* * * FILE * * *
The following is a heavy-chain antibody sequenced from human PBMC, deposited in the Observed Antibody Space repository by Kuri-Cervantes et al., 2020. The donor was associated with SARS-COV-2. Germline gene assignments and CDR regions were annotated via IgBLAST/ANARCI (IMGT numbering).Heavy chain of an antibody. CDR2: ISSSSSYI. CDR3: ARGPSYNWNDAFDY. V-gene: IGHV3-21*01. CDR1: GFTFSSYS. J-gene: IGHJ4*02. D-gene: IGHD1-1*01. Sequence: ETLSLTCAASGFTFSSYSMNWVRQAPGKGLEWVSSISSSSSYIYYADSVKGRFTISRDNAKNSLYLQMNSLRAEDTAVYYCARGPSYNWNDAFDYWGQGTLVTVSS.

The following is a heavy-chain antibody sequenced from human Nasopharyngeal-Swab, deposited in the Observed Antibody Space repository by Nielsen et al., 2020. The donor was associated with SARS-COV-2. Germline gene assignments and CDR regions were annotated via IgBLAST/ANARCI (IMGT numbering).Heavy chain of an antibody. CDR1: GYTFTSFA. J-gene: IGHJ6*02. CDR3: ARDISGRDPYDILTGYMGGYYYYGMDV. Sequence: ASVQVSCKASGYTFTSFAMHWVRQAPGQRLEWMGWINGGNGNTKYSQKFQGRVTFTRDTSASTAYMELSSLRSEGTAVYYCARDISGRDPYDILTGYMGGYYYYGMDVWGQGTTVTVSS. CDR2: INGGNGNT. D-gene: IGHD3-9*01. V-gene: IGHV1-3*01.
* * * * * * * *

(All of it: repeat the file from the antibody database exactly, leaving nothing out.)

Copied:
The following is a heavy-chain antibody sequenced from human PBMC, deposited in the Observed Antibody Space repository by Kuri-Cervantes et al., 2020. The donor was associated with SARS-COV-2. Germline gene assignments and CDR regions were annotated via IgBLAST/ANARCI (IMGT numbering).Heavy chain of an antibody. CDR2: ISSSSSYI. CDR3: ARGPSYNWNDAFDY. V-gene: IGHV3-21*01. CDR1: GFTFSSYS. J-gene: IGHJ4*02. D-gene: IGHD1-1*01. Sequence: ETLSLTCAASGFTFSSYSMNWVRQAPGKGLEWVSSISSSSSYIYYADSVKGRFTISRDNAKNSLYLQMNSLRAEDTAVYYCARGPSYNWNDAFDYWGQGTLVTVSS.

The following is a heavy-chain antibody sequenced from human Nasopharyngeal-Swab, deposited in the Observed Antibody Space repository by Nielsen et al., 2020. The donor was associated with SARS-COV-2. Germline gene assignments and CDR regions were annotated via IgBLAST/ANARCI (IMGT numbering).Heavy chain of an antibody. CDR1: GYTFTSFA. J-gene: IGHJ6*02. CDR3: ARDISGRDPYDILTGYMGGYYYYGMDV. Sequence: ASVQVSCKASGYTFTSFAMHWVRQAPGQRLEWMGWINGGNGNTKYSQKFQGRVTFTRDTSASTAYMELSSLRSEGTAVYYCARDISGRDPYDILTGYMGGYYYYGMDVWGQGTTVTVSS. CDR2: INGGNGNT. D-gene: IGHD3-9*01. V-gene: IGHV1-3*01.